How To Write A Romance In Three Easy Steps

First of all, let it be know that I do not read romances.

I skim them. Obviously.

Because I’m embarrassed to admit that I am a granny at heart and am a complete sap for romance, that’s why!

In all honesty, just plain romance is not my thing.

As aforementioned, I am a complete sap for romance. But I like it on the side.

Action… with a side of romance.

Dystopian… with a side of romance.

Fantasy… with a side of romance.

History… with a side of romance.

Mystery… with a side of romance.

Romance is great and all, but I need something else to be going on as well.

Recently, however, I have allowed myself to skim some just plain romances, and, armed with all this newly acquired knowledge, I thought to share my observations, namely: the building blocks of every great romance.

Step 1: Choose Your Heroine

The story will almost always center around the woman, because the intended audience of a romance is usually female.

You have exactly two options because attractive women come in exactly two embodiments: short, petite, and cute – typically these women will also have a shorter haircut – or tall and leggy, with long, flowing hair.

Step 2: Choose Your Hero

You have literally no options in this department.

He must be: tall, athletic, rugged, and gorgeous.

Apparently leading ladies have selective taste.

Step 3: Choose Your Trope

Some good options are: I’m-trying-to-sell-this-house-and-you-are-a-convenient-handyman, we’re-both-fighting-over-the-custody-of-these-children, or let’s-pretend-to-be-married-even-though-we’re-not.

I’ve also found that if one or both parties falls into a coma or tries to skip town, it builds up the angst nicely.

Whichever trope you choose, whether one of these or something new and dangerous and untried and probably sure to fail because it is not among the prescribed, just make sure that it requires the heroine and hero to be in close proximity for several weeks, if not an entire summer.

Don’t worry about thinking up a good name. Just pick something pretty and entirely unrelated and you are good to go!

Now blend all the ingredients well, and, if you want to go above and beyond, you could throw some good writing into the mix!

Now, please recognize that these are trained professionals.

I’m sure that handymen occasionally turn out to be dangerous creepers. I don’t recommend pretending to be married to someone when you’re not. And personally, I don’t see that it makes a whole lot of sense to fall in love with someone you’re in custody battle with.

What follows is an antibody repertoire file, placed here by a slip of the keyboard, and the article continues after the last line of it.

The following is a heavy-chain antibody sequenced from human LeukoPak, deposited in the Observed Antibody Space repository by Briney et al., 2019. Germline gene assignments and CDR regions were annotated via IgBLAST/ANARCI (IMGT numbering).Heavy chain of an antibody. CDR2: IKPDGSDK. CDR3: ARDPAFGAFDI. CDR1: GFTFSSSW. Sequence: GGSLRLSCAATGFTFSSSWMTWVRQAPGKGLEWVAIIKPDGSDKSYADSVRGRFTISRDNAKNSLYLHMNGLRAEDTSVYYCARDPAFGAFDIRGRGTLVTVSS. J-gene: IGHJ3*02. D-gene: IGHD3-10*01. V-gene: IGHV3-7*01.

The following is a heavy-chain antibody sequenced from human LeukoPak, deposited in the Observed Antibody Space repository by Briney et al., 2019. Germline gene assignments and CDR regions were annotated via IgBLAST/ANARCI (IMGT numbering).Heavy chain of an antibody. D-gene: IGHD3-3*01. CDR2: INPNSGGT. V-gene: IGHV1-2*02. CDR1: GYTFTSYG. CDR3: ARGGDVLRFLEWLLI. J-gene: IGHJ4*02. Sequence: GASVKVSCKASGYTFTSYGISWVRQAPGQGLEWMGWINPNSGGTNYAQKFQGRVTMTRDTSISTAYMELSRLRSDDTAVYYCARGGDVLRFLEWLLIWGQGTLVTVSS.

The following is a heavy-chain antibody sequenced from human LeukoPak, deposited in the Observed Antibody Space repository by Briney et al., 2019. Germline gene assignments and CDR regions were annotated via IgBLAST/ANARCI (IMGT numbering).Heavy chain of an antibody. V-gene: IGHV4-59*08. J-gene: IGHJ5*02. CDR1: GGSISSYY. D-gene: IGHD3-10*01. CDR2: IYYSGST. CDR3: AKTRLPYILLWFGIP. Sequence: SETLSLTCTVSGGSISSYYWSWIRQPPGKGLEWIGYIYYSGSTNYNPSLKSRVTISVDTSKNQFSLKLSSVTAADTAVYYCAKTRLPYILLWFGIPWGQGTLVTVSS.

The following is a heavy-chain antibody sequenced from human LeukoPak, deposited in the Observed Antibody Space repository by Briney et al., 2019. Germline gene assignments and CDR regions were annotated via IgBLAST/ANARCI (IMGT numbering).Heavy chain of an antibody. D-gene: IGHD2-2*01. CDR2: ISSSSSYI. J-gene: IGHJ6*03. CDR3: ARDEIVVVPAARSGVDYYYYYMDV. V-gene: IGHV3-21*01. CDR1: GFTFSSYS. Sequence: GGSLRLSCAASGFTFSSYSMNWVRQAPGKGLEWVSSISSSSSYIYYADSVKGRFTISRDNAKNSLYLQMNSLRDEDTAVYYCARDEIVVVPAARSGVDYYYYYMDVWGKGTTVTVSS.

Just don’t try it at home, kids!

So, tell me: do you read romance? Or do you, like me, prefer it on the side? Or would you rather romance was left out of the picture entirely (it does get tiresome to feel that romance is just included to garner a female audience. Like, “Here’s this story! Oh, and here’s some romance so the girls will read it, too!” Being pidgeon-holed is rather awkward.)?


5 thoughts on “How To Write A Romance In Three Easy Steps”

  1. One major heaping of Action Adventure with a side of Romance, please.
    I can’t read plain romances, the hero and heroine have to be engaged in world war or something interesting for me to care. xD


      1. Romance is like butter. I love it, but it needs to go on something else, and plain food isn’t as good as food with butter. So, with that, what kind of plot most closely resembles mashed potatoes? xD (Or scones…)


        1. This is a fabulous metaphor. One cannot, after all, eat JUST butter. (Though I used to attempt it as a child…) Mashed potatoes are thick and heavy, so I’d say political intrigue. Unfortunately, politics confuse me. I think my plots need to be waffles…

          Liked by 1 person

          1. And here I was thinking they were a light and fluffy side dish…Very well, political intrigue with a side of romance! This works very well for most of my stories. xD
            (Sometimes I can eat a tiny slice of COLD butter by itself…but it’s best to grab a saltine first.)
            Mmm…Waffles. Crispy, delicate compartments…A distinct social drama, perhaps?


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